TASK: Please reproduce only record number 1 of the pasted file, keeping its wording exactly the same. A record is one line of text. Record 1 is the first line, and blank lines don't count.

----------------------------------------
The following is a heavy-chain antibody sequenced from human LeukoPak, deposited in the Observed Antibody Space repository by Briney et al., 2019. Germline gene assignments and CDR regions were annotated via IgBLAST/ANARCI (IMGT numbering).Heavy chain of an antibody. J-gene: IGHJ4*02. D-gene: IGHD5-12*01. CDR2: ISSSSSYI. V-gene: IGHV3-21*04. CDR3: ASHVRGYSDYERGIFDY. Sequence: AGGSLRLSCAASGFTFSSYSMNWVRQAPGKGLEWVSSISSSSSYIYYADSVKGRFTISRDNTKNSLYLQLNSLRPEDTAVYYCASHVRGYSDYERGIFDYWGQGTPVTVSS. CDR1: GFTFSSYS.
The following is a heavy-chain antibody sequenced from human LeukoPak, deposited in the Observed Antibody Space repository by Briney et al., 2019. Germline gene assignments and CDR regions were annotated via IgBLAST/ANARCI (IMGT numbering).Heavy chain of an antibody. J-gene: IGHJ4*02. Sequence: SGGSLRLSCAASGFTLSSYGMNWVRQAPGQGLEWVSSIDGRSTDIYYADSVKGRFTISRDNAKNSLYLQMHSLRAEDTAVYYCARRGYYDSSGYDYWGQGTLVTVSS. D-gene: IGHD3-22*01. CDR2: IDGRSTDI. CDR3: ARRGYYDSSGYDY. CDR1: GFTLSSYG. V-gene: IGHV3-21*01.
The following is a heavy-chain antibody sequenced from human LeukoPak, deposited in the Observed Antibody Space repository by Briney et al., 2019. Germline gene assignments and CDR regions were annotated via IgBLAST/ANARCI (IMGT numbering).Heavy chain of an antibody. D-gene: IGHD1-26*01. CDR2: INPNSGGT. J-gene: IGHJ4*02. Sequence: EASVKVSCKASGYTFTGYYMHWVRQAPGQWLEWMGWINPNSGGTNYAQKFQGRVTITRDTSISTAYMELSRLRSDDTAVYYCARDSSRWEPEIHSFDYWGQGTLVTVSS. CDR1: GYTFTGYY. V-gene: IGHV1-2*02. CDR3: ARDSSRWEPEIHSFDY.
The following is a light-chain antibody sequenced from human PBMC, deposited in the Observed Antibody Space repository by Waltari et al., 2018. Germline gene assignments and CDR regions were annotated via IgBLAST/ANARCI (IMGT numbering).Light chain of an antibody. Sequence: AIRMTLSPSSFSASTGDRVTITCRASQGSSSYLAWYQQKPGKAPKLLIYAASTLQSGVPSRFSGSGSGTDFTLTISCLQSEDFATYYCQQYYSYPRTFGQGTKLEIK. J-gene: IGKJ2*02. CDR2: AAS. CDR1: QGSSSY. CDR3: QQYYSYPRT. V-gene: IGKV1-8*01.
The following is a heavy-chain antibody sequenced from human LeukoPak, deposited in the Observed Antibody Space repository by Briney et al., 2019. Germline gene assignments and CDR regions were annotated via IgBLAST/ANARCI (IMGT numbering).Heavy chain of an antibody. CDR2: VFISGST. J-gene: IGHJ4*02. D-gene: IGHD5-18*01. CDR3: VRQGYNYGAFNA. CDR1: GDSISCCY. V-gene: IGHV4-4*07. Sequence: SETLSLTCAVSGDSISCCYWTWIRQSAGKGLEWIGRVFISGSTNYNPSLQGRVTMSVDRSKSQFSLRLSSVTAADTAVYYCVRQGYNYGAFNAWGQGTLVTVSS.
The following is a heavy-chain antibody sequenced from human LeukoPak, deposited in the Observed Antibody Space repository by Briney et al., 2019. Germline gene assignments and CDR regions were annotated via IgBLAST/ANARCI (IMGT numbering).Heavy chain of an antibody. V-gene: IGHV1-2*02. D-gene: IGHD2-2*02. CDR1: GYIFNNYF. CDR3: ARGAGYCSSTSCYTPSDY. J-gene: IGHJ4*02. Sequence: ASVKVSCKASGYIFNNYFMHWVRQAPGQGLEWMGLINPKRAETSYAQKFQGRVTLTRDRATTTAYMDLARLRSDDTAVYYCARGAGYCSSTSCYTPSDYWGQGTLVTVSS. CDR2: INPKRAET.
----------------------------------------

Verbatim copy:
The following is a heavy-chain antibody sequenced from human LeukoPak, deposited in the Observed Antibody Space repository by Briney et al., 2019. Germline gene assignments and CDR regions were annotated via IgBLAST/ANARCI (IMGT numbering).Heavy chain of an antibody. J-gene: IGHJ4*02. D-gene: IGHD5-12*01. CDR2: ISSSSSYI. V-gene: IGHV3-21*04. CDR3: ASHVRGYSDYERGIFDY. Sequence: AGGSLRLSCAASGFTFSSYSMNWVRQAPGKGLEWVSSISSSSSYIYYADSVKGRFTISRDNTKNSLYLQLNSLRPEDTAVYYCASHVRGYSDYERGIFDYWGQGTPVTVSS. CDR1: GFTFSSYS.